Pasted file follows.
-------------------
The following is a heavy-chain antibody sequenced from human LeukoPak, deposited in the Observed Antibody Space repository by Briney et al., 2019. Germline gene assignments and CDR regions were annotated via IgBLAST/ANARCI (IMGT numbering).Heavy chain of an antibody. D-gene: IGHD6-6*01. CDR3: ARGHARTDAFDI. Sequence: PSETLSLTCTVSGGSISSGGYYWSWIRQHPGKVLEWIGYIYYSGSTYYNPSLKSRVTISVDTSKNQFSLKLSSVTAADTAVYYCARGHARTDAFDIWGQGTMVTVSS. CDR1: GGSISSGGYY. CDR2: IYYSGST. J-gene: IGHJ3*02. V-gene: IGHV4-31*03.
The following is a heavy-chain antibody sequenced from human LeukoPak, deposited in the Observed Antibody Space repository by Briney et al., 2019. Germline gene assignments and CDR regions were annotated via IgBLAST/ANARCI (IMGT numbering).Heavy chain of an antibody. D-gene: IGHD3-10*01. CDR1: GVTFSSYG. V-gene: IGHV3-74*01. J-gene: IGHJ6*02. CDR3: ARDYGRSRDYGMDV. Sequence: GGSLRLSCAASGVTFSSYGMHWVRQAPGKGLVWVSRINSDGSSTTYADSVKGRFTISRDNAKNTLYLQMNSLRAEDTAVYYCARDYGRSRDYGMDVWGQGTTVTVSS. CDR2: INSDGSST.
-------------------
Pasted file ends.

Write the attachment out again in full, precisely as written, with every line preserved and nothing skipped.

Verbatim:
The following is a heavy-chain antibody sequenced from human LeukoPak, deposited in the Observed Antibody Space repository by Briney et al., 2019. Germline gene assignments and CDR regions were annotated via IgBLAST/ANARCI (IMGT numbering).Heavy chain of an antibody. D-gene: IGHD6-6*01. CDR3: ARGHARTDAFDI. Sequence: PSETLSLTCTVSGGSISSGGYYWSWIRQHPGKVLEWIGYIYYSGSTYYNPSLKSRVTISVDTSKNQFSLKLSSVTAADTAVYYCARGHARTDAFDIWGQGTMVTVSS. CDR1: GGSISSGGYY. CDR2: IYYSGST. J-gene: IGHJ3*02. V-gene: IGHV4-31*03.
The following is a heavy-chain antibody sequenced from human LeukoPak, deposited in the Observed Antibody Space repository by Briney et al., 2019. Germline gene assignments and CDR regions were annotated via IgBLAST/ANARCI (IMGT numbering).Heavy chain of an antibody. D-gene: IGHD3-10*01. CDR1: GVTFSSYG. V-gene: IGHV3-74*01. J-gene: IGHJ6*02. CDR3: ARDYGRSRDYGMDV. Sequence: GGSLRLSCAASGVTFSSYGMHWVRQAPGKGLVWVSRINSDGSSTTYADSVKGRFTISRDNAKNTLYLQMNSLRAEDTAVYYCARDYGRSRDYGMDVWGQGTTVTVSS. CDR2: INSDGSST.